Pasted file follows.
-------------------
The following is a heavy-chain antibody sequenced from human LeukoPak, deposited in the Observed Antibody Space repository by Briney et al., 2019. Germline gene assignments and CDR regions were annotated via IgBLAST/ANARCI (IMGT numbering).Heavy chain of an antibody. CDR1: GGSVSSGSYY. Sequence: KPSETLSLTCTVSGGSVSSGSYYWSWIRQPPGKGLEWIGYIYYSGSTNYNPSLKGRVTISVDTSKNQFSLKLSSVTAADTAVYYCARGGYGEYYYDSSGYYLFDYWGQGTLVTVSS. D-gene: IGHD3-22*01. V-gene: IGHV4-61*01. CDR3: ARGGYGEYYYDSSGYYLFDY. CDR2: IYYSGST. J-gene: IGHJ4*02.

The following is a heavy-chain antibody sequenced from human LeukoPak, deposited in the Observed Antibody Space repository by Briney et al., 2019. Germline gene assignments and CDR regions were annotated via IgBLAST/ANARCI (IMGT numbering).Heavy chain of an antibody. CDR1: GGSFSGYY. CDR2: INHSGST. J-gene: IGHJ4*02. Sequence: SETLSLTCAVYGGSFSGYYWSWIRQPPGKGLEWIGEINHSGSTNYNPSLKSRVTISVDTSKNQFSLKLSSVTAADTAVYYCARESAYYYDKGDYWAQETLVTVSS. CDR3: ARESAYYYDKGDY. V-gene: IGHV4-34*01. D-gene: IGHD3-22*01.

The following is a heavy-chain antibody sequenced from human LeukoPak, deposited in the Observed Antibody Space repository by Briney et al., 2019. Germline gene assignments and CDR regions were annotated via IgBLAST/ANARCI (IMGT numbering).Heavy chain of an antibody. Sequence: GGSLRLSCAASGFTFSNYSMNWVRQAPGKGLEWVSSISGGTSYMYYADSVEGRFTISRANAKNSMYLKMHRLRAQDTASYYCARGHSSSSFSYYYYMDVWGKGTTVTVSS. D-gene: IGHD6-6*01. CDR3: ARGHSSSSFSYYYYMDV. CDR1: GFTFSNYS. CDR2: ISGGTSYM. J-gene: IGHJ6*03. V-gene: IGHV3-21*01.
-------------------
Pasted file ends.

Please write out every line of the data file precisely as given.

The following is a heavy-chain antibody sequenced from human LeukoPak, deposited in the Observed Antibody Space repository by Briney et al., 2019. Germline gene assignments and CDR regions were annotated via IgBLAST/ANARCI (IMGT numbering).Heavy chain of an antibody. CDR1: GGSVSSGSYY. Sequence: KPSETLSLTCTVSGGSVSSGSYYWSWIRQPPGKGLEWIGYIYYSGSTNYNPSLKGRVTISVDTSKNQFSLKLSSVTAADTAVYYCARGGYGEYYYDSSGYYLFDYWGQGTLVTVSS. D-gene: IGHD3-22*01. V-gene: IGHV4-61*01. CDR3: ARGGYGEYYYDSSGYYLFDY. CDR2: IYYSGST. J-gene: IGHJ4*02.

The following is a heavy-chain antibody sequenced from human LeukoPak, deposited in the Observed Antibody Space repository by Briney et al., 2019. Germline gene assignments and CDR regions were annotated via IgBLAST/ANARCI (IMGT numbering).Heavy chain of an antibody. CDR1: GGSFSGYY. CDR2: INHSGST. J-gene: IGHJ4*02. Sequence: SETLSLTCAVYGGSFSGYYWSWIRQPPGKGLEWIGEINHSGSTNYNPSLKSRVTISVDTSKNQFSLKLSSVTAADTAVYYCARESAYYYDKGDYWAQETLVTVSS. CDR3: ARESAYYYDKGDY. V-gene: IGHV4-34*01. D-gene: IGHD3-22*01.

The following is a heavy-chain antibody sequenced from human LeukoPak, deposited in the Observed Antibody Space repository by Briney et al., 2019. Germline gene assignments and CDR regions were annotated via IgBLAST/ANARCI (IMGT numbering).Heavy chain of an antibody. Sequence: GGSLRLSCAASGFTFSNYSMNWVRQAPGKGLEWVSSISGGTSYMYYADSVEGRFTISRANAKNSMYLKMHRLRAQDTASYYCARGHSSSSFSYYYYMDVWGKGTTVTVSS. D-gene: IGHD6-6*01. CDR3: ARGHSSSSFSYYYYMDV. CDR1: GFTFSNYS. CDR2: ISGGTSYM. J-gene: IGHJ6*03. V-gene: IGHV3-21*01.